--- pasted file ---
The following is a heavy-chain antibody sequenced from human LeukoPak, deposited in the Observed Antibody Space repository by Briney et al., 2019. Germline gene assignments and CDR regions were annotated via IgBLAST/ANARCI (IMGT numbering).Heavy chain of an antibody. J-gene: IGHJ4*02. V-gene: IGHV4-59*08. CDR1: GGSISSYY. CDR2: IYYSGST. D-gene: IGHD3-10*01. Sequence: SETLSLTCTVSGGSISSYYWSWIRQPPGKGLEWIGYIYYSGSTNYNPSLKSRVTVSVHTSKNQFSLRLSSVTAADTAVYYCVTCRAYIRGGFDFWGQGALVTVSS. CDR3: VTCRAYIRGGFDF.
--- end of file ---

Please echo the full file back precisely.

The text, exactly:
The following is a heavy-chain antibody sequenced from human LeukoPak, deposited in the Observed Antibody Space repository by Briney et al., 2019. Germline gene assignments and CDR regions were annotated via IgBLAST/ANARCI (IMGT numbering).Heavy chain of an antibody. J-gene: IGHJ4*02. V-gene: IGHV4-59*08. CDR1: GGSISSYY. CDR2: IYYSGST. D-gene: IGHD3-10*01. Sequence: SETLSLTCTVSGGSISSYYWSWIRQPPGKGLEWIGYIYYSGSTNYNPSLKSRVTVSVHTSKNQFSLRLSSVTAADTAVYYCVTCRAYIRGGFDFWGQGALVTVSS. CDR3: VTCRAYIRGGFDF.